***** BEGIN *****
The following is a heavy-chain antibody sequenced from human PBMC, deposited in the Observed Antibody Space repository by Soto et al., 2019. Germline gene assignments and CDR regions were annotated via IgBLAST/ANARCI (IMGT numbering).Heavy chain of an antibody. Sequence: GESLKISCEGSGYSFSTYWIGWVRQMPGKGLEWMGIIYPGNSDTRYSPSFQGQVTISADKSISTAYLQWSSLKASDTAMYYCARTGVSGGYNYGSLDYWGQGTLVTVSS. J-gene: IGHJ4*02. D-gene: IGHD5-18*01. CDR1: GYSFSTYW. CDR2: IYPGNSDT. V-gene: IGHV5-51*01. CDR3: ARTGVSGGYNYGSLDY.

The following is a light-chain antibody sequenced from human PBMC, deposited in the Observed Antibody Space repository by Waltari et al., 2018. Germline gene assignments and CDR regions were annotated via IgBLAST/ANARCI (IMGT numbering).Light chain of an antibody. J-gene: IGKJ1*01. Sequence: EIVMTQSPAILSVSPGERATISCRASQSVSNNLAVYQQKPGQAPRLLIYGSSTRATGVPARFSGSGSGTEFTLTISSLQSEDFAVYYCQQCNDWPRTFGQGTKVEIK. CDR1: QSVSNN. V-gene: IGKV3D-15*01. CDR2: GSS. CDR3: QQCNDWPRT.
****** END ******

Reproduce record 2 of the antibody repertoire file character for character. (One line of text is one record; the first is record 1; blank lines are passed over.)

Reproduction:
The following is a light-chain antibody sequenced from human PBMC, deposited in the Observed Antibody Space repository by Waltari et al., 2018. Germline gene assignments and CDR regions were annotated via IgBLAST/ANARCI (IMGT numbering).Light chain of an antibody. J-gene: IGKJ1*01. Sequence: EIVMTQSPAILSVSPGERATISCRASQSVSNNLAVYQQKPGQAPRLLIYGSSTRATGVPARFSGSGSGTEFTLTISSLQSEDFAVYYCQQCNDWPRTFGQGTKVEIK. CDR1: QSVSNN. V-gene: IGKV3D-15*01. CDR2: GSS. CDR3: QQCNDWPRT.